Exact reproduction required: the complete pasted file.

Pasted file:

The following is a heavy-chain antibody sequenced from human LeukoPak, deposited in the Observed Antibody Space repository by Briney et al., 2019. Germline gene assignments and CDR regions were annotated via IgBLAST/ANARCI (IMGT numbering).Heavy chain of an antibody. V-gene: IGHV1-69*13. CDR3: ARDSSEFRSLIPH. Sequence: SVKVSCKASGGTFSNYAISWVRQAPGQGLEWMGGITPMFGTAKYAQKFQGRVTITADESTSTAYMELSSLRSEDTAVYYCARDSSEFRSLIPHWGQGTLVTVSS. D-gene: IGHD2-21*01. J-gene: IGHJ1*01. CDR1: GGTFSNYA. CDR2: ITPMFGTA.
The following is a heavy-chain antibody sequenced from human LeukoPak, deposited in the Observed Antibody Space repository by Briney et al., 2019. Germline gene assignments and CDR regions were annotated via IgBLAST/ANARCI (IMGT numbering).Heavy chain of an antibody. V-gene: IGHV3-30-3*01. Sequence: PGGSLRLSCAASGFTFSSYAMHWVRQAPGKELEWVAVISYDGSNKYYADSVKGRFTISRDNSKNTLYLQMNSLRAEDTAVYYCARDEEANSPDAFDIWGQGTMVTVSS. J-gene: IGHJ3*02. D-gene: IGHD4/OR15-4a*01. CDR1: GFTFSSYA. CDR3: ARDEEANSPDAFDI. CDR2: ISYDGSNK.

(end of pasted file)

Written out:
The following is a heavy-chain antibody sequenced from human LeukoPak, deposited in the Observed Antibody Space repository by Briney et al., 2019. Germline gene assignments and CDR regions were annotated via IgBLAST/ANARCI (IMGT numbering).Heavy chain of an antibody. V-gene: IGHV1-69*13. CDR3: ARDSSEFRSLIPH. Sequence: SVKVSCKASGGTFSNYAISWVRQAPGQGLEWMGGITPMFGTAKYAQKFQGRVTITADESTSTAYMELSSLRSEDTAVYYCARDSSEFRSLIPHWGQGTLVTVSS. D-gene: IGHD2-21*01. J-gene: IGHJ1*01. CDR1: GGTFSNYA. CDR2: ITPMFGTA.
The following is a heavy-chain antibody sequenced from human LeukoPak, deposited in the Observed Antibody Space repository by Briney et al., 2019. Germline gene assignments and CDR regions were annotated via IgBLAST/ANARCI (IMGT numbering).Heavy chain of an antibody. V-gene: IGHV3-30-3*01. Sequence: PGGSLRLSCAASGFTFSSYAMHWVRQAPGKELEWVAVISYDGSNKYYADSVKGRFTISRDNSKNTLYLQMNSLRAEDTAVYYCARDEEANSPDAFDIWGQGTMVTVSS. J-gene: IGHJ3*02. D-gene: IGHD4/OR15-4a*01. CDR1: GFTFSSYA. CDR3: ARDEEANSPDAFDI. CDR2: ISYDGSNK.